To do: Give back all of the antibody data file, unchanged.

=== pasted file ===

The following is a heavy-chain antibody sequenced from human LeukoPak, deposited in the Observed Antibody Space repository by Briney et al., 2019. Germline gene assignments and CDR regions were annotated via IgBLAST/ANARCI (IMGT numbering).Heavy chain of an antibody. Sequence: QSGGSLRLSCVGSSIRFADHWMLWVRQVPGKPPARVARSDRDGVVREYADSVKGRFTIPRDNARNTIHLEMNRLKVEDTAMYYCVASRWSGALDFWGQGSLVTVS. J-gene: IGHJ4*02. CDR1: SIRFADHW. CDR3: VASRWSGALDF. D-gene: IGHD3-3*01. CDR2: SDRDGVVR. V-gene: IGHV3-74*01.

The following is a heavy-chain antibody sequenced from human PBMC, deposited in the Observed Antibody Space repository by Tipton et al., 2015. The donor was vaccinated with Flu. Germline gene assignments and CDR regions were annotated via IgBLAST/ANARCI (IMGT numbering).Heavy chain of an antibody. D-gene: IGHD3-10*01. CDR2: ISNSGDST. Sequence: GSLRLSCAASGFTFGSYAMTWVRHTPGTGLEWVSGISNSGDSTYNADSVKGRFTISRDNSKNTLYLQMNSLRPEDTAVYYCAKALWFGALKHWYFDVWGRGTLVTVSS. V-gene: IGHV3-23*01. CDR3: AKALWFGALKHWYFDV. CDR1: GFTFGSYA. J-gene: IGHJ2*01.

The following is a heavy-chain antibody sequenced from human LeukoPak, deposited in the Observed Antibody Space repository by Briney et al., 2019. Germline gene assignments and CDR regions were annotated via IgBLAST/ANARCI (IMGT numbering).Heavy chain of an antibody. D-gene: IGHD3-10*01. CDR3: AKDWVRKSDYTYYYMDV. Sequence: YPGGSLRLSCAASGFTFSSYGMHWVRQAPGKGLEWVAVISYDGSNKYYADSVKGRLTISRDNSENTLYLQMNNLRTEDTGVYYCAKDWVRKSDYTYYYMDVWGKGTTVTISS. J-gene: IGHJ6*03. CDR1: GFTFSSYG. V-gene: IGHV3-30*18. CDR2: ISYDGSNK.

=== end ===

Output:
The following is a heavy-chain antibody sequenced from human LeukoPak, deposited in the Observed Antibody Space repository by Briney et al., 2019. Germline gene assignments and CDR regions were annotated via IgBLAST/ANARCI (IMGT numbering).Heavy chain of an antibody. Sequence: QSGGSLRLSCVGSSIRFADHWMLWVRQVPGKPPARVARSDRDGVVREYADSVKGRFTIPRDNARNTIHLEMNRLKVEDTAMYYCVASRWSGALDFWGQGSLVTVS. J-gene: IGHJ4*02. CDR1: SIRFADHW. CDR3: VASRWSGALDF. D-gene: IGHD3-3*01. CDR2: SDRDGVVR. V-gene: IGHV3-74*01.

The following is a heavy-chain antibody sequenced from human PBMC, deposited in the Observed Antibody Space repository by Tipton et al., 2015. The donor was vaccinated with Flu. Germline gene assignments and CDR regions were annotated via IgBLAST/ANARCI (IMGT numbering).Heavy chain of an antibody. D-gene: IGHD3-10*01. CDR2: ISNSGDST. Sequence: GSLRLSCAASGFTFGSYAMTWVRHTPGTGLEWVSGISNSGDSTYNADSVKGRFTISRDNSKNTLYLQMNSLRPEDTAVYYCAKALWFGALKHWYFDVWGRGTLVTVSS. V-gene: IGHV3-23*01. CDR3: AKALWFGALKHWYFDV. CDR1: GFTFGSYA. J-gene: IGHJ2*01.

The following is a heavy-chain antibody sequenced from human LeukoPak, deposited in the Observed Antibody Space repository by Briney et al., 2019. Germline gene assignments and CDR regions were annotated via IgBLAST/ANARCI (IMGT numbering).Heavy chain of an antibody. D-gene: IGHD3-10*01. CDR3: AKDWVRKSDYTYYYMDV. Sequence: YPGGSLRLSCAASGFTFSSYGMHWVRQAPGKGLEWVAVISYDGSNKYYADSVKGRLTISRDNSENTLYLQMNNLRTEDTGVYYCAKDWVRKSDYTYYYMDVWGKGTTVTISS. J-gene: IGHJ6*03. CDR1: GFTFSSYG. V-gene: IGHV3-30*18. CDR2: ISYDGSNK.